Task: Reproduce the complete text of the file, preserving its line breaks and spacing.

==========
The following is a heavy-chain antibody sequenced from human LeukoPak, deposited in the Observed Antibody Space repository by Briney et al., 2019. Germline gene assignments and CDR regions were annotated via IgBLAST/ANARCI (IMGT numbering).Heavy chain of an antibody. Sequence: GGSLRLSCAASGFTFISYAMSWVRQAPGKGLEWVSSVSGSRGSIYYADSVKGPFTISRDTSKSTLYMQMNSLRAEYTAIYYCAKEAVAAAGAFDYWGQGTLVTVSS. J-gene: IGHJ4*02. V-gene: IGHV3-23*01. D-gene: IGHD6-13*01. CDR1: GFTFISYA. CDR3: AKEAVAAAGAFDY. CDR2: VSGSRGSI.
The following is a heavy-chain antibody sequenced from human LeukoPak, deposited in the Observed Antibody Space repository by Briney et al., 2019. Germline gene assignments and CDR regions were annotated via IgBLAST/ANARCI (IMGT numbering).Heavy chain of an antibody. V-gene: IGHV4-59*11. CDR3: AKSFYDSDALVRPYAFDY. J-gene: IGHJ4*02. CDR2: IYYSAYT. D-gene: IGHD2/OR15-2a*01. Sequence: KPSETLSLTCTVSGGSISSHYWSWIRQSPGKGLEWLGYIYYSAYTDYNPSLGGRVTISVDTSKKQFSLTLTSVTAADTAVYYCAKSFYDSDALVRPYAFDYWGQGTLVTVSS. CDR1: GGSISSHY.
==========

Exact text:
The following is a heavy-chain antibody sequenced from human LeukoPak, deposited in the Observed Antibody Space repository by Briney et al., 2019. Germline gene assignments and CDR regions were annotated via IgBLAST/ANARCI (IMGT numbering).Heavy chain of an antibody. Sequence: GGSLRLSCAASGFTFISYAMSWVRQAPGKGLEWVSSVSGSRGSIYYADSVKGPFTISRDTSKSTLYMQMNSLRAEYTAIYYCAKEAVAAAGAFDYWGQGTLVTVSS. J-gene: IGHJ4*02. V-gene: IGHV3-23*01. D-gene: IGHD6-13*01. CDR1: GFTFISYA. CDR3: AKEAVAAAGAFDY. CDR2: VSGSRGSI.
The following is a heavy-chain antibody sequenced from human LeukoPak, deposited in the Observed Antibody Space repository by Briney et al., 2019. Germline gene assignments and CDR regions were annotated via IgBLAST/ANARCI (IMGT numbering).Heavy chain of an antibody. V-gene: IGHV4-59*11. CDR3: AKSFYDSDALVRPYAFDY. J-gene: IGHJ4*02. CDR2: IYYSAYT. D-gene: IGHD2/OR15-2a*01. Sequence: KPSETLSLTCTVSGGSISSHYWSWIRQSPGKGLEWLGYIYYSAYTDYNPSLGGRVTISVDTSKKQFSLTLTSVTAADTAVYYCAKSFYDSDALVRPYAFDYWGQGTLVTVSS. CDR1: GGSISSHY.